Americans need to become more tolerant of government failure. That will happen, if and when, government starts to deliver improvements iteratively, and demonstrates the capacity to learn and improve with each iteration.
The lines between work and home zones are blurring: more employers want to be in walkable, amenitized areas, and conversely, people are choosing to live closer to where they work. This Cincinnati placemaking experiment exemplifies the kind of small bets this trend is making possible.
Check out the second episode of our new podcast Upzoned! Kea Wilson and Chuck Marohn dig into an article on a troubling trend: big box retailers in Minnesota think they’re paying too much in property taxes, and they’re asking for a cut. But that’s a hard pill to swallow for small towns.
The top 5 stories from September 17-21, 2018.
Austin needs a new Grand Bargain, one that includes everyone and exempts no one.
Let’s walk through what it actually takes to build a small rental apartment on your property in Austin, Texas. It’s a lesson in how the city’s existing code stymies gentle, incremental, small-scale development.
The American Conservative just shared a well-produced video of the Crony Capitalism event Strong Towns participated in last month in Anaheim.
Does the average resident want dramatic change or do they want the urban development status quo?
Want to better your community but don’t know where to start? Enter It’s the Little Things: a Strong Towns podcast that gives you the wisdom and encouragement you need to take the small yet powerful actions that can make your city or town stronger.
Chuck and Kea answer member questions in this edition of Ask Strong Towns.
Austin’s CodeNEXT process, a dramatic overhaul of the city’s zoning code, tried to placate multiple constituencies with a “grand bargain.” The result was a draft code that satisified almost no one and failed to solve the city’s housing and growth challenges.
Residents are bring lawsuits against Brad Pitt’s Make it Right foundation, but were these investments ever going to work, no matter the good intentions?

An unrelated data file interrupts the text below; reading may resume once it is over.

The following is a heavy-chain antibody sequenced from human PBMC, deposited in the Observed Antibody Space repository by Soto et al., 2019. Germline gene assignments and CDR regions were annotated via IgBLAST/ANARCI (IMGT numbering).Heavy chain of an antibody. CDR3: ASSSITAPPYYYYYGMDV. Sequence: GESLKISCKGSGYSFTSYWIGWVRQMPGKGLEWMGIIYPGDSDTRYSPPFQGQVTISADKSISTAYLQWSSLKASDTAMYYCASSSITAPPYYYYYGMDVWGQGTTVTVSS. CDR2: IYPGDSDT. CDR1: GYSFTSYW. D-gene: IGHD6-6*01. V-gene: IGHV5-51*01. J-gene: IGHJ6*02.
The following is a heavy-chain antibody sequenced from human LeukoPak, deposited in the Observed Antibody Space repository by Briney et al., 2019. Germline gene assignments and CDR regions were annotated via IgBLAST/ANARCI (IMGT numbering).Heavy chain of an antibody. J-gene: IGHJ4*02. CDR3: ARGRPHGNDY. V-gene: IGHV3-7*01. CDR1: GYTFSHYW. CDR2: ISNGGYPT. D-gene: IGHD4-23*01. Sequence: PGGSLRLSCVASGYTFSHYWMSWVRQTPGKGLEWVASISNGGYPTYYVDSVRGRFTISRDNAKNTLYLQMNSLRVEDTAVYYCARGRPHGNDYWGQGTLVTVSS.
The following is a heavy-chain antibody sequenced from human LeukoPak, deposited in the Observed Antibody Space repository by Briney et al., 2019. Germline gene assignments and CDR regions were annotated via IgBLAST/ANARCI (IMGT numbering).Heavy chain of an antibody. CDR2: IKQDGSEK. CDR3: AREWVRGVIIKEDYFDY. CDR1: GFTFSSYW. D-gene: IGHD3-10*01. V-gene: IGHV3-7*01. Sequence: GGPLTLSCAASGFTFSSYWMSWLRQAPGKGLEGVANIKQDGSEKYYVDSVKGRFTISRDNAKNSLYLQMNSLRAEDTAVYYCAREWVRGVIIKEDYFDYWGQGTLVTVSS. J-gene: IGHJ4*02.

What does economic development look like in a small town where most of the proposals on the table involve significant infrastructure investment for an uncertain payoff? What’s the alternative?
Where is Austin supposed to put 135,000 new homes in ten years? The city posed the question. Diametrically opposed groups of residents could not come close to agreeing on the answer.
This week on the Strong Towns Podcast, Chuck answers a question on sprawl repair posed by one of our readers.
Like many small, historic cities, Ellicott City, Maryland is a resilient town that has always rebuilt and recovered after natural disasters. It would be a shame if it could not recover from a man-made one.
This week we are examining what went wrong with Austin’s CodeNEXT process and what should be done now.
This week, we talked about why your city needs to cut out its bad habits and not just celebrate its good ones, what the perception of “scofflaw" cyclists” really says about our streets, why accessory dwelling units aren’t taking off even in cities that allow them, and a couple interesting perspectives on high-tech fixes for what ails our towns.
These campaigns are the kind of thing that large, out-of-touch bureaucracies do when they want to appear like they are doing something without actually changing anything about what they are doing.
Check out the first episode of our new podcast Upzoned! Each Friday, join Kea Wilson, Chuck Marohn, and occasional surprise guests to talk in depth about just one big story from the week in the Strong Towns conversation, right when you want it: now.